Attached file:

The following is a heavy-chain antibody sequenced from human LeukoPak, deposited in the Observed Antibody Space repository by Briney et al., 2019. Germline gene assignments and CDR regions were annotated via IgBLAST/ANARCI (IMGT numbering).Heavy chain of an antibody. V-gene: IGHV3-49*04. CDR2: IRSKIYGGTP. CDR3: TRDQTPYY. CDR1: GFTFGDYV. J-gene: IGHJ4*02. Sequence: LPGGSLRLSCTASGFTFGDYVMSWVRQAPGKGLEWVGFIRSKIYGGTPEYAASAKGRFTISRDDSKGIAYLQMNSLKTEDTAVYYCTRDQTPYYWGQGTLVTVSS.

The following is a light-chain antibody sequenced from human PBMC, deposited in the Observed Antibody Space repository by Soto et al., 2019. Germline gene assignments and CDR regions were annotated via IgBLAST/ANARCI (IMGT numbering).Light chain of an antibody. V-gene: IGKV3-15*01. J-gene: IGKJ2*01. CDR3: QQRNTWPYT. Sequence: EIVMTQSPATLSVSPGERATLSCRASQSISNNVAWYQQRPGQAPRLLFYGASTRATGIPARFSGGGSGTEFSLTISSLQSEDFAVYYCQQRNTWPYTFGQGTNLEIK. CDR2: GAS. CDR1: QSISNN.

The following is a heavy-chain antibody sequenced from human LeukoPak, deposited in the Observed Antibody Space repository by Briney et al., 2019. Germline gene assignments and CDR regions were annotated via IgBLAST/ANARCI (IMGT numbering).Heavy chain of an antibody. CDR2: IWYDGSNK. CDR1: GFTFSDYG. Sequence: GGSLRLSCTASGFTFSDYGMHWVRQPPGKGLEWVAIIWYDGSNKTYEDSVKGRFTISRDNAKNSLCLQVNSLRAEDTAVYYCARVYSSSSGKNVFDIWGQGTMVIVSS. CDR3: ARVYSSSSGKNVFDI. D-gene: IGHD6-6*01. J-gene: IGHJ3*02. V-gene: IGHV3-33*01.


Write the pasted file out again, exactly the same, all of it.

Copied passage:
The following is a heavy-chain antibody sequenced from human LeukoPak, deposited in the Observed Antibody Space repository by Briney et al., 2019. Germline gene assignments and CDR regions were annotated via IgBLAST/ANARCI (IMGT numbering).Heavy chain of an antibody. V-gene: IGHV3-49*04. CDR2: IRSKIYGGTP. CDR3: TRDQTPYY. CDR1: GFTFGDYV. J-gene: IGHJ4*02. Sequence: LPGGSLRLSCTASGFTFGDYVMSWVRQAPGKGLEWVGFIRSKIYGGTPEYAASAKGRFTISRDDSKGIAYLQMNSLKTEDTAVYYCTRDQTPYYWGQGTLVTVSS.

The following is a light-chain antibody sequenced from human PBMC, deposited in the Observed Antibody Space repository by Soto et al., 2019. Germline gene assignments and CDR regions were annotated via IgBLAST/ANARCI (IMGT numbering).Light chain of an antibody. V-gene: IGKV3-15*01. J-gene: IGKJ2*01. CDR3: QQRNTWPYT. Sequence: EIVMTQSPATLSVSPGERATLSCRASQSISNNVAWYQQRPGQAPRLLFYGASTRATGIPARFSGGGSGTEFSLTISSLQSEDFAVYYCQQRNTWPYTFGQGTNLEIK. CDR2: GAS. CDR1: QSISNN.

The following is a heavy-chain antibody sequenced from human LeukoPak, deposited in the Observed Antibody Space repository by Briney et al., 2019. Germline gene assignments and CDR regions were annotated via IgBLAST/ANARCI (IMGT numbering).Heavy chain of an antibody. CDR2: IWYDGSNK. CDR1: GFTFSDYG. Sequence: GGSLRLSCTASGFTFSDYGMHWVRQPPGKGLEWVAIIWYDGSNKTYEDSVKGRFTISRDNAKNSLCLQVNSLRAEDTAVYYCARVYSSSSGKNVFDIWGQGTMVIVSS. CDR3: ARVYSSSSGKNVFDI. D-gene: IGHD6-6*01. J-gene: IGHJ3*02. V-gene: IGHV3-33*01.